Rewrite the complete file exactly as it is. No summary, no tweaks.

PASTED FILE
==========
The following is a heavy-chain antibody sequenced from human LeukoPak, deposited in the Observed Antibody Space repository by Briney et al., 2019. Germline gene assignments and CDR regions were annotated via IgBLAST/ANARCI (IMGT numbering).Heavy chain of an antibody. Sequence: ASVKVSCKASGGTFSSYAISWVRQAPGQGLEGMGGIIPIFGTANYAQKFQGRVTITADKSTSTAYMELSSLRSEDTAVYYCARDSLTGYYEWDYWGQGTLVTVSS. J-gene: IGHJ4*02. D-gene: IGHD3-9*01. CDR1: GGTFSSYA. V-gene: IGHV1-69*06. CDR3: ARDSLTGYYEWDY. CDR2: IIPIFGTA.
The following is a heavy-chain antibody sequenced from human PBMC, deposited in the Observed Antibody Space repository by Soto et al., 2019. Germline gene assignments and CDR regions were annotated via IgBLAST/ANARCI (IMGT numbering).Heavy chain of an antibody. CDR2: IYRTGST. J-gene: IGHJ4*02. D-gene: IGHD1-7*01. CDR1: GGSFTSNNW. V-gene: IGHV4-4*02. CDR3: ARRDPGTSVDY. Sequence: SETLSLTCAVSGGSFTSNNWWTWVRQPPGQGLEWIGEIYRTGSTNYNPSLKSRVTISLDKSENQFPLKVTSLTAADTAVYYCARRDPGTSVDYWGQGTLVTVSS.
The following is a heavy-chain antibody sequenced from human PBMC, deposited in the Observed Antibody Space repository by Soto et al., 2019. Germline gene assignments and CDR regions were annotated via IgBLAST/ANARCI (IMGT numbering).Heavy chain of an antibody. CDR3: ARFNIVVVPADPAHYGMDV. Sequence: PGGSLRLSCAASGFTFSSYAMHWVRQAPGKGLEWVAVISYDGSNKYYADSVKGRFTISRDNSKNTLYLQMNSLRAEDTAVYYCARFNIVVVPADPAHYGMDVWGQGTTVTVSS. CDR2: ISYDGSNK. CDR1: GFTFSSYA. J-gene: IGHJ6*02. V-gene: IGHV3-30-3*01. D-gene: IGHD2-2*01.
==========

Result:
The following is a heavy-chain antibody sequenced from human LeukoPak, deposited in the Observed Antibody Space repository by Briney et al., 2019. Germline gene assignments and CDR regions were annotated via IgBLAST/ANARCI (IMGT numbering).Heavy chain of an antibody. Sequence: ASVKVSCKASGGTFSSYAISWVRQAPGQGLEGMGGIIPIFGTANYAQKFQGRVTITADKSTSTAYMELSSLRSEDTAVYYCARDSLTGYYEWDYWGQGTLVTVSS. J-gene: IGHJ4*02. D-gene: IGHD3-9*01. CDR1: GGTFSSYA. V-gene: IGHV1-69*06. CDR3: ARDSLTGYYEWDY. CDR2: IIPIFGTA.
The following is a heavy-chain antibody sequenced from human PBMC, deposited in the Observed Antibody Space repository by Soto et al., 2019. Germline gene assignments and CDR regions were annotated via IgBLAST/ANARCI (IMGT numbering).Heavy chain of an antibody. CDR2: IYRTGST. J-gene: IGHJ4*02. D-gene: IGHD1-7*01. CDR1: GGSFTSNNW. V-gene: IGHV4-4*02. CDR3: ARRDPGTSVDY. Sequence: SETLSLTCAVSGGSFTSNNWWTWVRQPPGQGLEWIGEIYRTGSTNYNPSLKSRVTISLDKSENQFPLKVTSLTAADTAVYYCARRDPGTSVDYWGQGTLVTVSS.
The following is a heavy-chain antibody sequenced from human PBMC, deposited in the Observed Antibody Space repository by Soto et al., 2019. Germline gene assignments and CDR regions were annotated via IgBLAST/ANARCI (IMGT numbering).Heavy chain of an antibody. CDR3: ARFNIVVVPADPAHYGMDV. Sequence: PGGSLRLSCAASGFTFSSYAMHWVRQAPGKGLEWVAVISYDGSNKYYADSVKGRFTISRDNSKNTLYLQMNSLRAEDTAVYYCARFNIVVVPADPAHYGMDVWGQGTTVTVSS. CDR2: ISYDGSNK. CDR1: GFTFSSYA. J-gene: IGHJ6*02. V-gene: IGHV3-30-3*01. D-gene: IGHD2-2*01.